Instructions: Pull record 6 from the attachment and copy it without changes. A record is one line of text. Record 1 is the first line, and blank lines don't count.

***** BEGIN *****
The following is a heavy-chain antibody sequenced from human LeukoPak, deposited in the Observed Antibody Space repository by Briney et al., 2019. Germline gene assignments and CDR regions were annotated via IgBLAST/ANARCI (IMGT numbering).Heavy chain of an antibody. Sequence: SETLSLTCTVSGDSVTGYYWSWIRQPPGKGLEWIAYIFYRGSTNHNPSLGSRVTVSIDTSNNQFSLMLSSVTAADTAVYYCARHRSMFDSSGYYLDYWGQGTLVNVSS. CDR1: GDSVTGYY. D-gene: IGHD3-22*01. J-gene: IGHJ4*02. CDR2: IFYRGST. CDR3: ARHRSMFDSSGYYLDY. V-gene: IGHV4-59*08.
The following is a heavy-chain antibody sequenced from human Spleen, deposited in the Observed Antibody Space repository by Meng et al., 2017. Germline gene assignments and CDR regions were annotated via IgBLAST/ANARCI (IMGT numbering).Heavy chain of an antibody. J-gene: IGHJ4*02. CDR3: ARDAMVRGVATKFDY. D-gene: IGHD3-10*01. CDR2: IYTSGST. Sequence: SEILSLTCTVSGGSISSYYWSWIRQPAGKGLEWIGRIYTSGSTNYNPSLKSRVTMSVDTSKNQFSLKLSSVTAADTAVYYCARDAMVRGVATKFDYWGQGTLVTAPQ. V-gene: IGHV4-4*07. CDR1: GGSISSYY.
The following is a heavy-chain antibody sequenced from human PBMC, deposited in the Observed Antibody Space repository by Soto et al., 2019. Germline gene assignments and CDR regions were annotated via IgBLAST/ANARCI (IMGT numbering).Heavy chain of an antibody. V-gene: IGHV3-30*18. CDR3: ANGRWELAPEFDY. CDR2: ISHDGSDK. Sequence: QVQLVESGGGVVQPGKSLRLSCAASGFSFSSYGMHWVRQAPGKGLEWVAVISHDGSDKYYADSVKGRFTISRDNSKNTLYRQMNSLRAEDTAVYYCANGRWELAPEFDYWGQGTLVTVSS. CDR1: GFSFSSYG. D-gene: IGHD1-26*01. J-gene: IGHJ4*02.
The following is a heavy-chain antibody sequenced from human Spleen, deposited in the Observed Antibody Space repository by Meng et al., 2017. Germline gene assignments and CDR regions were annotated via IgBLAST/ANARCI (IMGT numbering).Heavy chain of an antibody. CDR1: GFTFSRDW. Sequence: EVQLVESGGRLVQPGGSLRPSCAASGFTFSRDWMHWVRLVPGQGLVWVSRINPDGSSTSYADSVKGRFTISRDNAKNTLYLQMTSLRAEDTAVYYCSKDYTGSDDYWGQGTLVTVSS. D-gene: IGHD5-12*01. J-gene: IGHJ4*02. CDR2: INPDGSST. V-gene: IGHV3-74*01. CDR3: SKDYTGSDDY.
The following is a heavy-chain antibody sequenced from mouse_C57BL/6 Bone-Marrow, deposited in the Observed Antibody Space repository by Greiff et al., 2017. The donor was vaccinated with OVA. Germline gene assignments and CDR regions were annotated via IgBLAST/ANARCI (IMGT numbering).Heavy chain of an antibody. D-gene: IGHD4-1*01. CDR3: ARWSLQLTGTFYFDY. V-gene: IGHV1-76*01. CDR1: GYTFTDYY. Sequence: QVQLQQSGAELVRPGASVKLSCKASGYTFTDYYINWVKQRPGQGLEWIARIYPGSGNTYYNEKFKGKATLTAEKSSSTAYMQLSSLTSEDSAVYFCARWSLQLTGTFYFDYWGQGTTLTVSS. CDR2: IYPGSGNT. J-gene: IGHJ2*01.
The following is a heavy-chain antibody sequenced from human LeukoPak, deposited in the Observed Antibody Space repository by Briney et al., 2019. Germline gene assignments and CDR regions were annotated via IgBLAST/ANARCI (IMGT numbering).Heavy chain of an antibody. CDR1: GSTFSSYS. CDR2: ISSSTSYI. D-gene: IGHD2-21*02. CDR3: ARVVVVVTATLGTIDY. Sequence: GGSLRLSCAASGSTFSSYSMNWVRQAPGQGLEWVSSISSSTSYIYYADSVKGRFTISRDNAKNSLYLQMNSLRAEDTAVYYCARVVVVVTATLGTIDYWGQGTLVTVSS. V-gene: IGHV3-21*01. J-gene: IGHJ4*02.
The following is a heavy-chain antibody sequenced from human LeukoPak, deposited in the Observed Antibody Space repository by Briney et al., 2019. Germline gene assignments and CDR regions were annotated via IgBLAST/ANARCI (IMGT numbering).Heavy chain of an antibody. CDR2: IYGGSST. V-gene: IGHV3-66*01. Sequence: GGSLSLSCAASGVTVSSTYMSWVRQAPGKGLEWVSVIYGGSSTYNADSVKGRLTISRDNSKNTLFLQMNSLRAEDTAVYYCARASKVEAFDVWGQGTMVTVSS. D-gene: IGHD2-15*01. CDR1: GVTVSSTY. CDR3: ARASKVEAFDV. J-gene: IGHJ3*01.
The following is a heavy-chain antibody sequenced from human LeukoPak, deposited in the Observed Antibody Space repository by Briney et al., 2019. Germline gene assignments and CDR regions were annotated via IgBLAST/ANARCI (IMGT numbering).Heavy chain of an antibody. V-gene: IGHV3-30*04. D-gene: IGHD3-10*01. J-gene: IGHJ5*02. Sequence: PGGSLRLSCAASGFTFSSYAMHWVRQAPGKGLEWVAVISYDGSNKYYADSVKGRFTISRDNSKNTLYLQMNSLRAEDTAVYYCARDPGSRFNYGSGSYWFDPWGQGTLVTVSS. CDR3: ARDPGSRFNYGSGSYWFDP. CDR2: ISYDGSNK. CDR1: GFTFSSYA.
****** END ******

The following is a heavy-chain antibody sequenced from human LeukoPak, deposited in the Observed Antibody Space repository by Briney et al., 2019. Germline gene assignments and CDR regions were annotated via IgBLAST/ANARCI (IMGT numbering).Heavy chain of an antibody. CDR1: GSTFSSYS. CDR2: ISSSTSYI. D-gene: IGHD2-21*02. CDR3: ARVVVVVTATLGTIDY. Sequence: GGSLRLSCAASGSTFSSYSMNWVRQAPGQGLEWVSSISSSTSYIYYADSVKGRFTISRDNAKNSLYLQMNSLRAEDTAVYYCARVVVVVTATLGTIDYWGQGTLVTVSS. V-gene: IGHV3-21*01. J-gene: IGHJ4*02.